The position paper however fails to explain the legal basis upon which the EU claims this power. It refers to Article 11 of the Treaty on the European Union. This is has been replaced by Articles 21 and 24 of the amended Treaty on the European Union. Neither the original Article 11 nor Articles 21 and 24 of the amended Treaty on the European Union, however, refer to sanctions.
Reference is sometimes also made to Article 28 of the Treaty on the European Union, which reads:
Where the international situation requires operational action by the Union, the Council shall adopt the necessary decisions. They shall lay down their objectives, scope, the means to be made available to the Union, if necessary their duration, and the conditions for their implementation.
Reference is also made to Article 215 of the Treaty on the Functioning of the European Union, which says:
Where a decision, adopted in accordance with Chapter 2 of Title V of the Treaty on European Union, provides for the interruption or reduction, in part or completely, of economic and financial relations with one or more third countries, the Council, acting by a qualified majority on a joint proposal from the High Representative of the Union for Foreign Affairs and Security Policy and the Commission, shall adopt the necessary measures.
None of these provisions however say the EU has the power to impose sanctions without a mandate from the Security Council.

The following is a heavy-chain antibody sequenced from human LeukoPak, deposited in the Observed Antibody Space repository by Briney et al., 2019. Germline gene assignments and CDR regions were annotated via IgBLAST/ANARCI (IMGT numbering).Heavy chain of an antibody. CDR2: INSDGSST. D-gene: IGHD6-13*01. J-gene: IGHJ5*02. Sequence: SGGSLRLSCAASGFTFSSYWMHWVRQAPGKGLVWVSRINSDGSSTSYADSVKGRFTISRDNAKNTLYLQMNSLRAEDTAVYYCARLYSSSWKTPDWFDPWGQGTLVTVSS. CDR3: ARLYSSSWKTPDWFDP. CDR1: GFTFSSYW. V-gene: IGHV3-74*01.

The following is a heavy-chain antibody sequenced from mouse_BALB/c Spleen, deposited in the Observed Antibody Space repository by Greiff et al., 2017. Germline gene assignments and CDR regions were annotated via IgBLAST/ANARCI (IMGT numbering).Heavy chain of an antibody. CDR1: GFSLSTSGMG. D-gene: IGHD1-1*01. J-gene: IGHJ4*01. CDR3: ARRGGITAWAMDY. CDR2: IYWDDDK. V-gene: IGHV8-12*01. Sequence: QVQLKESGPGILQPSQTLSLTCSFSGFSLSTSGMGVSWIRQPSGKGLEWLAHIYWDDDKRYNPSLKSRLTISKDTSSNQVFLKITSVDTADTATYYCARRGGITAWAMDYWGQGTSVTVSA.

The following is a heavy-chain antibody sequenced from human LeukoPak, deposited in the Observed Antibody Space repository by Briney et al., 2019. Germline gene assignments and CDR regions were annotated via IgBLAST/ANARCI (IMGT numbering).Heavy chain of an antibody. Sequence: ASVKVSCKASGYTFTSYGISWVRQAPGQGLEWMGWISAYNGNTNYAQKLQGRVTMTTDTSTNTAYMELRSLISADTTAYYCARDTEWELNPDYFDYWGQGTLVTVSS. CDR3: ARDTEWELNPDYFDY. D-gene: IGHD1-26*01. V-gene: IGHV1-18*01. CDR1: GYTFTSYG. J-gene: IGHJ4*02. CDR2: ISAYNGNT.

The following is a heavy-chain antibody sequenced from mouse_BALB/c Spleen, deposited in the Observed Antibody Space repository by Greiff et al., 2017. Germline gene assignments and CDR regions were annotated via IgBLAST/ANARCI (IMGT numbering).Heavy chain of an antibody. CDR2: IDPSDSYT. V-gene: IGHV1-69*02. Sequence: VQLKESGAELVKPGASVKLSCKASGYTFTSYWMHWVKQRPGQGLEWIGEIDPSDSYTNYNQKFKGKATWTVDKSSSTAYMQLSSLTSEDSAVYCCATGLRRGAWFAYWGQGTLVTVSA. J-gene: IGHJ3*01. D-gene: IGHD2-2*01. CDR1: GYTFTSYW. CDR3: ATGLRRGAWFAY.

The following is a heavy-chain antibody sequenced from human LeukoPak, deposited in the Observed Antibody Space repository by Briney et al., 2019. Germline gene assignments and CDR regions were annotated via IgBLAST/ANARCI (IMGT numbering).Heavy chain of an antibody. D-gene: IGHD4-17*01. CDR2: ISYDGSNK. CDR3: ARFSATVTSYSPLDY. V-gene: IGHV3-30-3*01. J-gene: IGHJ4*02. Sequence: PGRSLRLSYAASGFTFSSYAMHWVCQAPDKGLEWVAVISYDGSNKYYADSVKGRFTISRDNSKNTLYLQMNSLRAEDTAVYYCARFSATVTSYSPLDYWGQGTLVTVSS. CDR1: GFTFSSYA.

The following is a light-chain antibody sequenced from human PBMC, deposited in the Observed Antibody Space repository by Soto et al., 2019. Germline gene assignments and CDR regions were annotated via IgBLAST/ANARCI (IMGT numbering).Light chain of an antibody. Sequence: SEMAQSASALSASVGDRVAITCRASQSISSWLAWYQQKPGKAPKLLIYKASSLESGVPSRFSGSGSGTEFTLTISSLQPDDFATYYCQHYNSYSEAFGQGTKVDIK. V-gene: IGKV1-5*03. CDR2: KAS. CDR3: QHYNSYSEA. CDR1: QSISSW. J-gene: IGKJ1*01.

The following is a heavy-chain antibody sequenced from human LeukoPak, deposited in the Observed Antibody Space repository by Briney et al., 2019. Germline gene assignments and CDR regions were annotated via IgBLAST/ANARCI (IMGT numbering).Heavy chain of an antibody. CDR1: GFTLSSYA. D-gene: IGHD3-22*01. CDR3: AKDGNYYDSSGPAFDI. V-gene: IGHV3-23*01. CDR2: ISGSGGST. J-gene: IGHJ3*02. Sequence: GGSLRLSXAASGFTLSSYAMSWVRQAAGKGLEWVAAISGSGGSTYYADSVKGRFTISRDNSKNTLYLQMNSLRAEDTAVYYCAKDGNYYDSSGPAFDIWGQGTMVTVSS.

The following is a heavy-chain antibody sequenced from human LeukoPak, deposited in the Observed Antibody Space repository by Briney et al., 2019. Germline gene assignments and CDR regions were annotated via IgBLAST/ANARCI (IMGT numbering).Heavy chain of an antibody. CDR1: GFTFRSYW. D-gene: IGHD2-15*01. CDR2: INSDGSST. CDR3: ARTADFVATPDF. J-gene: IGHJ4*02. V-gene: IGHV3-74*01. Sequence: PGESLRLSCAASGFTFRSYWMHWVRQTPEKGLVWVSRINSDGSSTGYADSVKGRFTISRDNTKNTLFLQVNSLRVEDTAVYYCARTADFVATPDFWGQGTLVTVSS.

The EU says the sanctions it imposes are intended to influence policy rather than punish people. In the words of an EU guidance document:
Sanctions are an instrument of a diplomatic or economic nature which seek to bring about a change in activities or policies such as violations of international law or human rights, or policies that do not respect the rule of law or democratic principles.
The same document goes on to say that EU sanctions must respect human rights and fundamentals freedoms.
The EU has, however, sanctioned Russian businesses and individuals who play no part in deciding Russian policy. It is impossible to see these sanctions as anything other than a punishment. As such, they appear to violate the principle that there should be no punishment without law. In the case of the journalist Dmitry Kiselyov, the violation of human rights looks even worse since it seems he is being punished for his opinions, contrary to Article 10 of the European Convention of Human Rights, which says:
Everyone has the right to freedom of expression. This right shall include freedom to hold opinions and to receive and impart information and ideas without interference by public authority and regardless of frontiers.
No one however should be under any illusions. The EU, for all its boastful claims about upholding the rule of law, will not allow mere concerns about legality to stand in its way. Consider what happened when the EU imposed sanctions on various people in Iran. In a series of Judgments, the European Court of Justice – the EU’s own court – ruled many of these sanctions illegal. These Judgments were enthusiastically welcomed in Iran, which assumed the EU actually cared as much about the rule of law as it says it does. In fact, the EU simply overrode the Judgments by re-imposing the same sanctions on the same individuals, on a slightly different basis.
One hardly needs to guess how the EU would react if Iran or Russia were to do the same thing.
EU Failed Again to Break ‘Vicious’ Sanctions Circle: Russia’s EU Envoy